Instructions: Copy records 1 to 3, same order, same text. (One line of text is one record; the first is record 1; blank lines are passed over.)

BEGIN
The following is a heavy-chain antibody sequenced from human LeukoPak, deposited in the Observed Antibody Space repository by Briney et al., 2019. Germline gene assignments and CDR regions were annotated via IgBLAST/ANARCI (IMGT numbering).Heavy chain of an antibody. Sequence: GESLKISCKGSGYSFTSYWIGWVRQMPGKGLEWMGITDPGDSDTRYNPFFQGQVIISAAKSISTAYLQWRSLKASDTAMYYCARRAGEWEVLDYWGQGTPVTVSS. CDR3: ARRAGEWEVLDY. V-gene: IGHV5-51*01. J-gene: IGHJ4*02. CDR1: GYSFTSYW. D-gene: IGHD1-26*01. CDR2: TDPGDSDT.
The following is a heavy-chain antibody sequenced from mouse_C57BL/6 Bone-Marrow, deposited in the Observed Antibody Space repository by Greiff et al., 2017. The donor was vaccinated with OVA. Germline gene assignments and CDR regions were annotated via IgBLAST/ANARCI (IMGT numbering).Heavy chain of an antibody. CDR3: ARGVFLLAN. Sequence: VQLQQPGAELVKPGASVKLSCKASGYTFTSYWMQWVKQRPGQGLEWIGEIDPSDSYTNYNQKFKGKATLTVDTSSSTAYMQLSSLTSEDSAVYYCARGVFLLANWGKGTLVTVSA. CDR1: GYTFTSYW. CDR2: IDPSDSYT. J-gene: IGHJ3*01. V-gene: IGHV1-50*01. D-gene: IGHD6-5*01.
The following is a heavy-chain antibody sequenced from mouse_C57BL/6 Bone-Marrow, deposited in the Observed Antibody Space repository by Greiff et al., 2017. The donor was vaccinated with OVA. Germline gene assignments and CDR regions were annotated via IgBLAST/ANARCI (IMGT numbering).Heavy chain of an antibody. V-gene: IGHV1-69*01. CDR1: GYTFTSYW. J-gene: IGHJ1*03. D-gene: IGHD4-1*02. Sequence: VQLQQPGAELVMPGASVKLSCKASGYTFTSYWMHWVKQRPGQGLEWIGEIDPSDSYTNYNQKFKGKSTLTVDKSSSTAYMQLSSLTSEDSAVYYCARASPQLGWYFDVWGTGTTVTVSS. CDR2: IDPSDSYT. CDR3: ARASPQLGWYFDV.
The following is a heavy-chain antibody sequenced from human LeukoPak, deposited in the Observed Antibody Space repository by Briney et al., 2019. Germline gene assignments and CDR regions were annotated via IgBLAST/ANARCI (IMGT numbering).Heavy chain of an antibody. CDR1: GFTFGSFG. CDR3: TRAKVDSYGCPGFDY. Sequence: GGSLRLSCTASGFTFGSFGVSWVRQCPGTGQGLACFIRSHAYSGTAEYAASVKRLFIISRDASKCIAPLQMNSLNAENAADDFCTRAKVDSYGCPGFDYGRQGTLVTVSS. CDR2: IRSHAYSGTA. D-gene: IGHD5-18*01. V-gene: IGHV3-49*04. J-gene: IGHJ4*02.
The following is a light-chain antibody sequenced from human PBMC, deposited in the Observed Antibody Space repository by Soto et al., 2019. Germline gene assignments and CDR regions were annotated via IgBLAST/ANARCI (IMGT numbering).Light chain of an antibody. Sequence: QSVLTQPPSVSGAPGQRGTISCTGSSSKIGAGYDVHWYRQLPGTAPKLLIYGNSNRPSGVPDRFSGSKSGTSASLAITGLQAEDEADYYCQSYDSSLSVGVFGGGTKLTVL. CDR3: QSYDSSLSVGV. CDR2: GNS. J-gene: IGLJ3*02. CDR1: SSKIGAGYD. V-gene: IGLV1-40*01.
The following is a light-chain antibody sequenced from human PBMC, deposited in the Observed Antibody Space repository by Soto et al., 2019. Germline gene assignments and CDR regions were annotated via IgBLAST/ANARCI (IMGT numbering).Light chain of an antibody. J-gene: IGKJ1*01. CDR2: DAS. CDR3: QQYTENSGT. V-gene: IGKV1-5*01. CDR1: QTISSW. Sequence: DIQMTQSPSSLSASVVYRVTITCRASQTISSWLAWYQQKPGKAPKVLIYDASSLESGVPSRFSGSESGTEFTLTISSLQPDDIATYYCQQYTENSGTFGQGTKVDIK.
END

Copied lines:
The following is a heavy-chain antibody sequenced from human LeukoPak, deposited in the Observed Antibody Space repository by Briney et al., 2019. Germline gene assignments and CDR regions were annotated via IgBLAST/ANARCI (IMGT numbering).Heavy chain of an antibody. Sequence: GESLKISCKGSGYSFTSYWIGWVRQMPGKGLEWMGITDPGDSDTRYNPFFQGQVIISAAKSISTAYLQWRSLKASDTAMYYCARRAGEWEVLDYWGQGTPVTVSS. CDR3: ARRAGEWEVLDY. V-gene: IGHV5-51*01. J-gene: IGHJ4*02. CDR1: GYSFTSYW. D-gene: IGHD1-26*01. CDR2: TDPGDSDT.
The following is a heavy-chain antibody sequenced from mouse_C57BL/6 Bone-Marrow, deposited in the Observed Antibody Space repository by Greiff et al., 2017. The donor was vaccinated with OVA. Germline gene assignments and CDR regions were annotated via IgBLAST/ANARCI (IMGT numbering).Heavy chain of an antibody. CDR3: ARGVFLLAN. Sequence: VQLQQPGAELVKPGASVKLSCKASGYTFTSYWMQWVKQRPGQGLEWIGEIDPSDSYTNYNQKFKGKATLTVDTSSSTAYMQLSSLTSEDSAVYYCARGVFLLANWGKGTLVTVSA. CDR1: GYTFTSYW. CDR2: IDPSDSYT. J-gene: IGHJ3*01. V-gene: IGHV1-50*01. D-gene: IGHD6-5*01.
The following is a heavy-chain antibody sequenced from mouse_C57BL/6 Bone-Marrow, deposited in the Observed Antibody Space repository by Greiff et al., 2017. The donor was vaccinated with OVA. Germline gene assignments and CDR regions were annotated via IgBLAST/ANARCI (IMGT numbering).Heavy chain of an antibody. V-gene: IGHV1-69*01. CDR1: GYTFTSYW. J-gene: IGHJ1*03. D-gene: IGHD4-1*02. Sequence: VQLQQPGAELVMPGASVKLSCKASGYTFTSYWMHWVKQRPGQGLEWIGEIDPSDSYTNYNQKFKGKSTLTVDKSSSTAYMQLSSLTSEDSAVYYCARASPQLGWYFDVWGTGTTVTVSS. CDR2: IDPSDSYT. CDR3: ARASPQLGWYFDV.